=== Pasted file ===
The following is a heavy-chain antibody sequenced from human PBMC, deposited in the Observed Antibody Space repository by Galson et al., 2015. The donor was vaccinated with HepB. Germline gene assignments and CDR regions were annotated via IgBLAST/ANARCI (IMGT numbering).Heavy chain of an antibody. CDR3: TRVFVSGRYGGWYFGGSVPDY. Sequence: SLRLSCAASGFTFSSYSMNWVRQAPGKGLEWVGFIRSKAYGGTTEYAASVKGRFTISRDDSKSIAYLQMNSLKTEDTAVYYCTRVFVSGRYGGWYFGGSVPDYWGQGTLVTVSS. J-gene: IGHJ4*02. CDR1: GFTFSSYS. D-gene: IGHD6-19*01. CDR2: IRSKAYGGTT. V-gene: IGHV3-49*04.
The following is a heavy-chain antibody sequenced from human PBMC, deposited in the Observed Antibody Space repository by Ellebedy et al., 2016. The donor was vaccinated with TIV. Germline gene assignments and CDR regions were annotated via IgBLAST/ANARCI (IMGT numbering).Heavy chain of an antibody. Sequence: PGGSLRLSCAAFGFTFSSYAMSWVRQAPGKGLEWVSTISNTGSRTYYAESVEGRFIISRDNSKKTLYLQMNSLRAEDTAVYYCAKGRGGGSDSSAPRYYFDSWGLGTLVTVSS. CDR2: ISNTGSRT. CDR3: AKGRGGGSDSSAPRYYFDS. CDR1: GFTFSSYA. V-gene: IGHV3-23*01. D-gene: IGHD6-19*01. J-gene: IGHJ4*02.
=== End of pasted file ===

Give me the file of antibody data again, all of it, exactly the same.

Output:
The following is a heavy-chain antibody sequenced from human PBMC, deposited in the Observed Antibody Space repository by Galson et al., 2015. The donor was vaccinated with HepB. Germline gene assignments and CDR regions were annotated via IgBLAST/ANARCI (IMGT numbering).Heavy chain of an antibody. CDR3: TRVFVSGRYGGWYFGGSVPDY. Sequence: SLRLSCAASGFTFSSYSMNWVRQAPGKGLEWVGFIRSKAYGGTTEYAASVKGRFTISRDDSKSIAYLQMNSLKTEDTAVYYCTRVFVSGRYGGWYFGGSVPDYWGQGTLVTVSS. J-gene: IGHJ4*02. CDR1: GFTFSSYS. D-gene: IGHD6-19*01. CDR2: IRSKAYGGTT. V-gene: IGHV3-49*04.
The following is a heavy-chain antibody sequenced from human PBMC, deposited in the Observed Antibody Space repository by Ellebedy et al., 2016. The donor was vaccinated with TIV. Germline gene assignments and CDR regions were annotated via IgBLAST/ANARCI (IMGT numbering).Heavy chain of an antibody. Sequence: PGGSLRLSCAAFGFTFSSYAMSWVRQAPGKGLEWVSTISNTGSRTYYAESVEGRFIISRDNSKKTLYLQMNSLRAEDTAVYYCAKGRGGGSDSSAPRYYFDSWGLGTLVTVSS. CDR2: ISNTGSRT. CDR3: AKGRGGGSDSSAPRYYFDS. CDR1: GFTFSSYA. V-gene: IGHV3-23*01. D-gene: IGHD6-19*01. J-gene: IGHJ4*02.